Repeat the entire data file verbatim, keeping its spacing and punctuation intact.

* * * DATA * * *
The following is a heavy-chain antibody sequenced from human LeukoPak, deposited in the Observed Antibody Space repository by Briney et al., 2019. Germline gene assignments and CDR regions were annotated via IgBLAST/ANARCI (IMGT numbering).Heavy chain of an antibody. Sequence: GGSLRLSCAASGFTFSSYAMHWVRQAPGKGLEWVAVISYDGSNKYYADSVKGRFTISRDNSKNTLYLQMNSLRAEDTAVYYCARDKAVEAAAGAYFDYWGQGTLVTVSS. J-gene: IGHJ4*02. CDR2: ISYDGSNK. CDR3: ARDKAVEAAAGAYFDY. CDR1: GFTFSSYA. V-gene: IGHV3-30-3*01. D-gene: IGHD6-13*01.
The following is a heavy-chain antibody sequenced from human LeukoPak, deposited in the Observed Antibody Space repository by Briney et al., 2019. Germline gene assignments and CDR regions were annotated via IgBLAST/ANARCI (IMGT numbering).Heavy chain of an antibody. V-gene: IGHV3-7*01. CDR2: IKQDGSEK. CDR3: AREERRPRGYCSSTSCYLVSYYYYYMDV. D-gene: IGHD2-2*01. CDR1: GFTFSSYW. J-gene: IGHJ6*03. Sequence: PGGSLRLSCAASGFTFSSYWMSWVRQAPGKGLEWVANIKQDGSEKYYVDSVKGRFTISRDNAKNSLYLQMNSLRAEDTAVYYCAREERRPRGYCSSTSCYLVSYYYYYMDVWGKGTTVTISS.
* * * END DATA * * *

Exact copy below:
The following is a heavy-chain antibody sequenced from human LeukoPak, deposited in the Observed Antibody Space repository by Briney et al., 2019. Germline gene assignments and CDR regions were annotated via IgBLAST/ANARCI (IMGT numbering).Heavy chain of an antibody. Sequence: GGSLRLSCAASGFTFSSYAMHWVRQAPGKGLEWVAVISYDGSNKYYADSVKGRFTISRDNSKNTLYLQMNSLRAEDTAVYYCARDKAVEAAAGAYFDYWGQGTLVTVSS. J-gene: IGHJ4*02. CDR2: ISYDGSNK. CDR3: ARDKAVEAAAGAYFDY. CDR1: GFTFSSYA. V-gene: IGHV3-30-3*01. D-gene: IGHD6-13*01.
The following is a heavy-chain antibody sequenced from human LeukoPak, deposited in the Observed Antibody Space repository by Briney et al., 2019. Germline gene assignments and CDR regions were annotated via IgBLAST/ANARCI (IMGT numbering).Heavy chain of an antibody. V-gene: IGHV3-7*01. CDR2: IKQDGSEK. CDR3: AREERRPRGYCSSTSCYLVSYYYYYMDV. D-gene: IGHD2-2*01. CDR1: GFTFSSYW. J-gene: IGHJ6*03. Sequence: PGGSLRLSCAASGFTFSSYWMSWVRQAPGKGLEWVANIKQDGSEKYYVDSVKGRFTISRDNAKNSLYLQMNSLRAEDTAVYYCAREERRPRGYCSSTSCYLVSYYYYYMDVWGKGTTVTISS.